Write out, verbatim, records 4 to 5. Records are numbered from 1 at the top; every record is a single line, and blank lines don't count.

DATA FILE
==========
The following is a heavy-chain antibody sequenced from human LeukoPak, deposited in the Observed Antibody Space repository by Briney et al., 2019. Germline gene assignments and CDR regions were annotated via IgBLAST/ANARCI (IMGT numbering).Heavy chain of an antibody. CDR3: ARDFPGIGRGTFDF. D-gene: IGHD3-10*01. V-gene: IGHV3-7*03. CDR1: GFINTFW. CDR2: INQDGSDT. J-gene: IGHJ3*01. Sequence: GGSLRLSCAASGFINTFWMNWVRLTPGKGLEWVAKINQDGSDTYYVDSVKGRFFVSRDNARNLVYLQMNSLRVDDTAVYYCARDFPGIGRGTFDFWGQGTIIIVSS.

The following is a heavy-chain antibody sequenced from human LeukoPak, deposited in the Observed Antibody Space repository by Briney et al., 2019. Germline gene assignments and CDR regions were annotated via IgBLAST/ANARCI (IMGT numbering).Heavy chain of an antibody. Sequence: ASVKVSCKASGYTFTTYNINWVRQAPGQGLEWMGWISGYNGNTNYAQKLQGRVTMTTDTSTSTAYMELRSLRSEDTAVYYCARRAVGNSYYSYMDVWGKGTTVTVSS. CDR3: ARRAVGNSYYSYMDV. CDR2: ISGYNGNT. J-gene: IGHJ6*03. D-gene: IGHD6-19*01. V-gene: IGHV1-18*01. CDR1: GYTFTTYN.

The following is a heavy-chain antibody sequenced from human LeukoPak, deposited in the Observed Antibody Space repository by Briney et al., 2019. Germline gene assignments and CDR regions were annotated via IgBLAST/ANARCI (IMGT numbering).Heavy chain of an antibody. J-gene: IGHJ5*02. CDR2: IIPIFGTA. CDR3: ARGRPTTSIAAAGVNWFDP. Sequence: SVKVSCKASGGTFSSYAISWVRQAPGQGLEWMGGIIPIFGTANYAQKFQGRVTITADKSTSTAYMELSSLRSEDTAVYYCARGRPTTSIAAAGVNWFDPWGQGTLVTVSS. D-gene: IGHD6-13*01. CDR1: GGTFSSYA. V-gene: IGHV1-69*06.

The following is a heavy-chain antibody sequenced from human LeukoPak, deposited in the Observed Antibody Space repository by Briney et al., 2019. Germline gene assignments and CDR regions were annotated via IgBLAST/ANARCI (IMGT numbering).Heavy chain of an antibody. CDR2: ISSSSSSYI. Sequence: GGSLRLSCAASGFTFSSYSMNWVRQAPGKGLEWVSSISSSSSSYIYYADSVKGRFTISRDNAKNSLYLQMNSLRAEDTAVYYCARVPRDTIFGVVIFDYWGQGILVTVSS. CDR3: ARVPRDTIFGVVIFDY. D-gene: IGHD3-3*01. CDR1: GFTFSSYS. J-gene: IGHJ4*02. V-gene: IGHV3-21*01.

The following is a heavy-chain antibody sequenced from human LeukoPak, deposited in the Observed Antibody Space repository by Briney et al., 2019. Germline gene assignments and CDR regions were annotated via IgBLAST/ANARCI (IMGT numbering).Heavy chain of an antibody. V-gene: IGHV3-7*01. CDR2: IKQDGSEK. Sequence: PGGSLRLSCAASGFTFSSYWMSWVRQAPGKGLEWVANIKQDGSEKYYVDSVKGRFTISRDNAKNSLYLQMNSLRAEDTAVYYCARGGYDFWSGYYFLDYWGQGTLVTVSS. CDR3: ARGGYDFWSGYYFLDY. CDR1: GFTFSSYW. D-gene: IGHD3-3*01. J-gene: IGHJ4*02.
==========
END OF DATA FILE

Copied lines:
The following is a heavy-chain antibody sequenced from human LeukoPak, deposited in the Observed Antibody Space repository by Briney et al., 2019. Germline gene assignments and CDR regions were annotated via IgBLAST/ANARCI (IMGT numbering).Heavy chain of an antibody. CDR2: ISSSSSSYI. Sequence: GGSLRLSCAASGFTFSSYSMNWVRQAPGKGLEWVSSISSSSSSYIYYADSVKGRFTISRDNAKNSLYLQMNSLRAEDTAVYYCARVPRDTIFGVVIFDYWGQGILVTVSS. CDR3: ARVPRDTIFGVVIFDY. D-gene: IGHD3-3*01. CDR1: GFTFSSYS. J-gene: IGHJ4*02. V-gene: IGHV3-21*01.

The following is a heavy-chain antibody sequenced from human LeukoPak, deposited in the Observed Antibody Space repository by Briney et al., 2019. Germline gene assignments and CDR regions were annotated via IgBLAST/ANARCI (IMGT numbering).Heavy chain of an antibody. V-gene: IGHV3-7*01. CDR2: IKQDGSEK. Sequence: PGGSLRLSCAASGFTFSSYWMSWVRQAPGKGLEWVANIKQDGSEKYYVDSVKGRFTISRDNAKNSLYLQMNSLRAEDTAVYYCARGGYDFWSGYYFLDYWGQGTLVTVSS. CDR3: ARGGYDFWSGYYFLDY. CDR1: GFTFSSYW. D-gene: IGHD3-3*01. J-gene: IGHJ4*02.